Are Silver Nanoparticles in Anti-bacterials Harmful to Humans?

Are silver nanoparticles in anti-bacterials harmful to humans?

Are silver nanoparticles in anti-bacterials harmful to humans?

Check out this answer from Consensus:

While silver nanoparticles offer significant advantages as antibacterial agents, their potential cytotoxic effects and contribution to antibiotic resistance are major concerns. Further research is needed to develop safer and more effective silver nanoparticle-based antimicrobials. The development of multimodal nanoparticles and the exploration of synergistic combinations with other compounds may provide pathways to harness the benefits of silver nanoparticles while minimizing risks to human health13.


The Potential Risks of Silver Nanoparticles in Antibacterial Applications

Silver nanoparticles (AgNPs) have been widely recognized for their antimicrobial properties and are increasingly used in various products, including those with antibacterial applications. While their efficacy against a broad spectrum of bacteria is well-documented, concerns have been raised regarding their potential harmful effects on human health. This article examines the current state of research on the safety of silver nanoparticles in antibacterial uses.

Antimicrobial Efficacy of Silver Nanoparticles

Silver nanoparticles have been shown to be effective against both Gram-positive and Gram-negative bacteria, including multidrug-resistant strains68. They are known to disrupt bacterial cell walls, generate reactive oxygen species, and interfere with DNA replication9. Studies have demonstrated that AgNPs can enhance the efficacy of antibiotics, suggesting their potential as adjuvants in antimicrobial therapies7.

Toxicity Concerns for Human Cells

Despite their antimicrobial benefits, silver nanoparticles have been reported to exhibit cytotoxicity to various human cell lines5. Their size, concentration, and exposure time play significant roles in determining their level of toxicity. AgNPs have been found to accumulate in organs such as the liver, spleen, kidney, and brain in animal models, raising concerns about their long-term effects on human health5.

Resistance and Environmental Impact

The development of bacterial resistance to silver nanoparticles has been observed, with certain bacteria producing proteins that trigger the aggregation of nanoparticles, thereby reducing their effectiveness3. Additionally, silver nanoparticles have been implicated in facilitating the horizontal transfer of antibiotic resistance genes, which could exacerbate the issue of antibiotic resistance2.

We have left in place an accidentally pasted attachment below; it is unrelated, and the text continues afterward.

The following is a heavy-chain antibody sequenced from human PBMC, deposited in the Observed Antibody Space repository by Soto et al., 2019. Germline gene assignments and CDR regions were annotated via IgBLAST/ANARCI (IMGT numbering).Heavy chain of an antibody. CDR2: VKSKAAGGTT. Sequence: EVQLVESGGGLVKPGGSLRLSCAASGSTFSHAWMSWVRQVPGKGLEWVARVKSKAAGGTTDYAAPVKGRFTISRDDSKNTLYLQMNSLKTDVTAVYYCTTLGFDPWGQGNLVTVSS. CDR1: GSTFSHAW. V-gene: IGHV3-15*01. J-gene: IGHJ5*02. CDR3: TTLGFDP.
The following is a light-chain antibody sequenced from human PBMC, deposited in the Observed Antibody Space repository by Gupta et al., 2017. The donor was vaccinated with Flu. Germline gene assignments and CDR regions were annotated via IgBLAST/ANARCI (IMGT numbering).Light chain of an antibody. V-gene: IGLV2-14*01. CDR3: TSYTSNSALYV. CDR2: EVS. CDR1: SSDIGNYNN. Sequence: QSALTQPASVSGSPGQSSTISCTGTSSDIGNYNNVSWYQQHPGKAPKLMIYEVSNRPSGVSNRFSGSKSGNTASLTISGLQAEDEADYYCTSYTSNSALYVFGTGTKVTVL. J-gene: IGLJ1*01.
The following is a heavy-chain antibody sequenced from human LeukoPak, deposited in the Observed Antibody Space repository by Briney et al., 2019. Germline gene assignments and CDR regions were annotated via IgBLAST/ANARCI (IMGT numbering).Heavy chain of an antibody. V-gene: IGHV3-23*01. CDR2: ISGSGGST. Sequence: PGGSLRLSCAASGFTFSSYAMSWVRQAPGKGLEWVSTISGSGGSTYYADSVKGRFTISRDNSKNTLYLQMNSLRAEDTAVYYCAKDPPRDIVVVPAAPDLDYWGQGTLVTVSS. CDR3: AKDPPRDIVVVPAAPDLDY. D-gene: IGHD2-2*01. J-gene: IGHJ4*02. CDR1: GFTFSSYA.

Overcoming Limitations and Risks

To mitigate the risks associated with silver nanoparticles, researchers have engineered multimodal nanoparticles with a magnetic core and a silver ring, which show promise in eradicating bacterial biofilms while being compatible with healthy cells1. Furthermore, the use of silver nanoparticles in combination with other substances, such as pomegranate rind extract, has been suggested to suppress resistance mechanisms3.


Are silver nanoparticles in anti-bacterials harmful to humans?

David W Grainger has answered Uncertain

An expert from University of Utah in Nanotechnology, Biological Materials, Drug Use, Biomedical Engineering, Medical Biotechnology, Pharmaceutics

One can find any answer one wishes to find in the current literature published on this topic.  This might be expected since pharmacology and toxicology claims for any substance in the human body depend on so many variables, and very few studies are conducted on humans to date.  While amount (dose) is certainly central to such determinations, the ancient Paracelsus doctrine that “the dose determines the toxicity” is only part of the silver story.  The route of dosing (e.g., oral, nasal, inhaled, transdermal, subcutaneous, intravenous) is critical to determining any substance’s safety or adverse effects in the body.  Additionally, the substance’s bioavailability – how much of that substance gains access to the bloodstream from a given dose and certain route of administration – is also an essential attribute for determining pharmacology and toxicology. Bioavailability is complex, drug-specific, and different for each person, depending on their health status, disease, physiological factors, diet, genetics, and other variables.   How silver nanoparticles are transformed in the body into soluble silver ions determines much subsequent possibilities for a variety of possible effects that can range from no effect to toxicity. Despite enormous published literature on the topic, little validated scientific consensus exists in humans to date for silver exposures.